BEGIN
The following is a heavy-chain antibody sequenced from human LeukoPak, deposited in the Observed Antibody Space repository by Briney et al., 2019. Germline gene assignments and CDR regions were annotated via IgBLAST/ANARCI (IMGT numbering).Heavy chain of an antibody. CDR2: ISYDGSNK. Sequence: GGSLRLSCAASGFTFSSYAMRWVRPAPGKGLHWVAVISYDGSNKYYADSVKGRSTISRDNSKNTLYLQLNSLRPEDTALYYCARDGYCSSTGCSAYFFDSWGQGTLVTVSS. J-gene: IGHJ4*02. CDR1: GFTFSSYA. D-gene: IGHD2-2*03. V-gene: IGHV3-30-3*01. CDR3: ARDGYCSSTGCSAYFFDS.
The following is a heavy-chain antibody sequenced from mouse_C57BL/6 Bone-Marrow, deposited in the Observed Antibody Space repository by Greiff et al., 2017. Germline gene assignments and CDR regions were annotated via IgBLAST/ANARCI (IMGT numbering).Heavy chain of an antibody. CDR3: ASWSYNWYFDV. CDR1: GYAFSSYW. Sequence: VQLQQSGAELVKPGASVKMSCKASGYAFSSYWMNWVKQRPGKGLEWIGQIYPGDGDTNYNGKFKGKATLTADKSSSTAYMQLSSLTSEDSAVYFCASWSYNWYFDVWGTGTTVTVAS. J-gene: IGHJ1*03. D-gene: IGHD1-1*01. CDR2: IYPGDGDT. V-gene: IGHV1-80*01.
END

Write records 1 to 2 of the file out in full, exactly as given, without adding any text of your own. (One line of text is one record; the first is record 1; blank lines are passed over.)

The following is a heavy-chain antibody sequenced from human LeukoPak, deposited in the Observed Antibody Space repository by Briney et al., 2019. Germline gene assignments and CDR regions were annotated via IgBLAST/ANARCI (IMGT numbering).Heavy chain of an antibody. CDR2: ISYDGSNK. Sequence: GGSLRLSCAASGFTFSSYAMRWVRPAPGKGLHWVAVISYDGSNKYYADSVKGRSTISRDNSKNTLYLQLNSLRPEDTALYYCARDGYCSSTGCSAYFFDSWGQGTLVTVSS. J-gene: IGHJ4*02. CDR1: GFTFSSYA. D-gene: IGHD2-2*03. V-gene: IGHV3-30-3*01. CDR3: ARDGYCSSTGCSAYFFDS.
The following is a heavy-chain antibody sequenced from mouse_C57BL/6 Bone-Marrow, deposited in the Observed Antibody Space repository by Greiff et al., 2017. Germline gene assignments and CDR regions were annotated via IgBLAST/ANARCI (IMGT numbering).Heavy chain of an antibody. CDR3: ASWSYNWYFDV. CDR1: GYAFSSYW. Sequence: VQLQQSGAELVKPGASVKMSCKASGYAFSSYWMNWVKQRPGKGLEWIGQIYPGDGDTNYNGKFKGKATLTADKSSSTAYMQLSSLTSEDSAVYFCASWSYNWYFDVWGTGTTVTVAS. J-gene: IGHJ1*03. D-gene: IGHD1-1*01. CDR2: IYPGDGDT. V-gene: IGHV1-80*01.